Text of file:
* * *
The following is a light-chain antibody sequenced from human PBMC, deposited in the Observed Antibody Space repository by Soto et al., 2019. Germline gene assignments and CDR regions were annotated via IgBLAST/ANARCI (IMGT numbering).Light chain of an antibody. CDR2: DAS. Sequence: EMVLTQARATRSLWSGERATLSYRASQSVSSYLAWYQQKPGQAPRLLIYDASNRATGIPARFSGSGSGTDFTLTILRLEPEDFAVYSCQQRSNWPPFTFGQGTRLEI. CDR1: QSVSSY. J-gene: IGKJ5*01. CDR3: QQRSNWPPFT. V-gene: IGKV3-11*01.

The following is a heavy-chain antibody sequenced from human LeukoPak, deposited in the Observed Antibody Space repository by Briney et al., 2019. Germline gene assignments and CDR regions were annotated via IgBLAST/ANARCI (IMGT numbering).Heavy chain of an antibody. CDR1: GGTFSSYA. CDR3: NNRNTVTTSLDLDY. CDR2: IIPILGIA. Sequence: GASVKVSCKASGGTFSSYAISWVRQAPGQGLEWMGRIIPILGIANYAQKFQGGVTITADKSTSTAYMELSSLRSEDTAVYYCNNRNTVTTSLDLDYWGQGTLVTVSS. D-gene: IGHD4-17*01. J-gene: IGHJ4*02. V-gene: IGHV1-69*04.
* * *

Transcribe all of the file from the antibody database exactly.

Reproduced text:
The following is a light-chain antibody sequenced from human PBMC, deposited in the Observed Antibody Space repository by Soto et al., 2019. Germline gene assignments and CDR regions were annotated via IgBLAST/ANARCI (IMGT numbering).Light chain of an antibody. CDR2: DAS. Sequence: EMVLTQARATRSLWSGERATLSYRASQSVSSYLAWYQQKPGQAPRLLIYDASNRATGIPARFSGSGSGTDFTLTILRLEPEDFAVYSCQQRSNWPPFTFGQGTRLEI. CDR1: QSVSSY. J-gene: IGKJ5*01. CDR3: QQRSNWPPFT. V-gene: IGKV3-11*01.

The following is a heavy-chain antibody sequenced from human LeukoPak, deposited in the Observed Antibody Space repository by Briney et al., 2019. Germline gene assignments and CDR regions were annotated via IgBLAST/ANARCI (IMGT numbering).Heavy chain of an antibody. CDR1: GGTFSSYA. CDR3: NNRNTVTTSLDLDY. CDR2: IIPILGIA. Sequence: GASVKVSCKASGGTFSSYAISWVRQAPGQGLEWMGRIIPILGIANYAQKFQGGVTITADKSTSTAYMELSSLRSEDTAVYYCNNRNTVTTSLDLDYWGQGTLVTVSS. D-gene: IGHD4-17*01. J-gene: IGHJ4*02. V-gene: IGHV1-69*04.